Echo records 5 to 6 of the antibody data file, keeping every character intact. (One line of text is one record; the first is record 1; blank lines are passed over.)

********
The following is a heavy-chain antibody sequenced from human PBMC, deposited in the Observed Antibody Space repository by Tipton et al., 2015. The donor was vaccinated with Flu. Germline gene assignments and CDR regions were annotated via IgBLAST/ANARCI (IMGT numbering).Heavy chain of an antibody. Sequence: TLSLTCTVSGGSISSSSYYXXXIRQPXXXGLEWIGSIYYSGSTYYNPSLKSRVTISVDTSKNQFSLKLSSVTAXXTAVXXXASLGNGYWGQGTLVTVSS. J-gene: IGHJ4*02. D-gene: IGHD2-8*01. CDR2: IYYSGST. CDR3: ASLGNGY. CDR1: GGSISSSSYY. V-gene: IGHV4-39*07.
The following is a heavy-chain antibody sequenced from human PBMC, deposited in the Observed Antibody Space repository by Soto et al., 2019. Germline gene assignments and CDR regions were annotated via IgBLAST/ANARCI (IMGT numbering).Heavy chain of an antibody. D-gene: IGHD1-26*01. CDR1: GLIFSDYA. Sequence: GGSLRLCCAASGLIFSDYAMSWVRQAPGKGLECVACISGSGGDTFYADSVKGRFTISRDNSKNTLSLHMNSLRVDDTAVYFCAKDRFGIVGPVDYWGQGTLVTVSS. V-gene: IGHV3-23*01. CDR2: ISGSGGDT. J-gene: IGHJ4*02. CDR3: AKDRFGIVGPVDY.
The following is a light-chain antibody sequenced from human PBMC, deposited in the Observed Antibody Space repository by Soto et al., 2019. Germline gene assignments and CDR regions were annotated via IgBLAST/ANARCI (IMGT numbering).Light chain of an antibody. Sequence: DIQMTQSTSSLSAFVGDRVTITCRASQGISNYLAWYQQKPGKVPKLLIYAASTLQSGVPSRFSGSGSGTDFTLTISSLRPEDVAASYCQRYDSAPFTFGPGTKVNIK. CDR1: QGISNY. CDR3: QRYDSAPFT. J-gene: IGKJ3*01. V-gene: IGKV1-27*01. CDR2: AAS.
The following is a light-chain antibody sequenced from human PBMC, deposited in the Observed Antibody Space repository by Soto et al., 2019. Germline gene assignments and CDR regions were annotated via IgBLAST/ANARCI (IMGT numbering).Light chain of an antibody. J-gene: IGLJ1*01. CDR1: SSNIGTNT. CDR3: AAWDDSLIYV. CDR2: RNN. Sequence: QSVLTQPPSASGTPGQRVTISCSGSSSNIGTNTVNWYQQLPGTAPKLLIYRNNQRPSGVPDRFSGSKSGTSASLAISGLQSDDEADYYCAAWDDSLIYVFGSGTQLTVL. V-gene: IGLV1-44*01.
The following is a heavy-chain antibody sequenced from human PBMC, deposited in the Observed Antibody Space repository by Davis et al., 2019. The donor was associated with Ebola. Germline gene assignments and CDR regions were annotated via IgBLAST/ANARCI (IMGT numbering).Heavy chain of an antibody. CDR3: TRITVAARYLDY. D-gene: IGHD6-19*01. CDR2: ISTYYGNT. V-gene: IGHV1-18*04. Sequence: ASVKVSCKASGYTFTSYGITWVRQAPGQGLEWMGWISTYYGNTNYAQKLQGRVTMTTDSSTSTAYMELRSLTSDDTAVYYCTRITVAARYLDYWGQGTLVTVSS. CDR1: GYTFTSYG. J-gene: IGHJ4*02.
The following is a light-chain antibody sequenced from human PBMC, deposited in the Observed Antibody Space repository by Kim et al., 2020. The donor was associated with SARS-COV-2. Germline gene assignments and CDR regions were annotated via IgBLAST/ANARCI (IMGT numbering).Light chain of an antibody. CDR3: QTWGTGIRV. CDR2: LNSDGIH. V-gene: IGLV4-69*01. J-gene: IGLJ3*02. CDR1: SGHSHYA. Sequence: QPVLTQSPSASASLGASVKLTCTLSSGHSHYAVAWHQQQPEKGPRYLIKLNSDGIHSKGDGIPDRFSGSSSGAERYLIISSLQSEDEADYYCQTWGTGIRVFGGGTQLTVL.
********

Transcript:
The following is a heavy-chain antibody sequenced from human PBMC, deposited in the Observed Antibody Space repository by Davis et al., 2019. The donor was associated with Ebola. Germline gene assignments and CDR regions were annotated via IgBLAST/ANARCI (IMGT numbering).Heavy chain of an antibody. CDR3: TRITVAARYLDY. D-gene: IGHD6-19*01. CDR2: ISTYYGNT. V-gene: IGHV1-18*04. Sequence: ASVKVSCKASGYTFTSYGITWVRQAPGQGLEWMGWISTYYGNTNYAQKLQGRVTMTTDSSTSTAYMELRSLTSDDTAVYYCTRITVAARYLDYWGQGTLVTVSS. CDR1: GYTFTSYG. J-gene: IGHJ4*02.
The following is a light-chain antibody sequenced from human PBMC, deposited in the Observed Antibody Space repository by Kim et al., 2020. The donor was associated with SARS-COV-2. Germline gene assignments and CDR regions were annotated via IgBLAST/ANARCI (IMGT numbering).Light chain of an antibody. CDR3: QTWGTGIRV. CDR2: LNSDGIH. V-gene: IGLV4-69*01. J-gene: IGLJ3*02. CDR1: SGHSHYA. Sequence: QPVLTQSPSASASLGASVKLTCTLSSGHSHYAVAWHQQQPEKGPRYLIKLNSDGIHSKGDGIPDRFSGSSSGAERYLIISSLQSEDEADYYCQTWGTGIRVFGGGTQLTVL.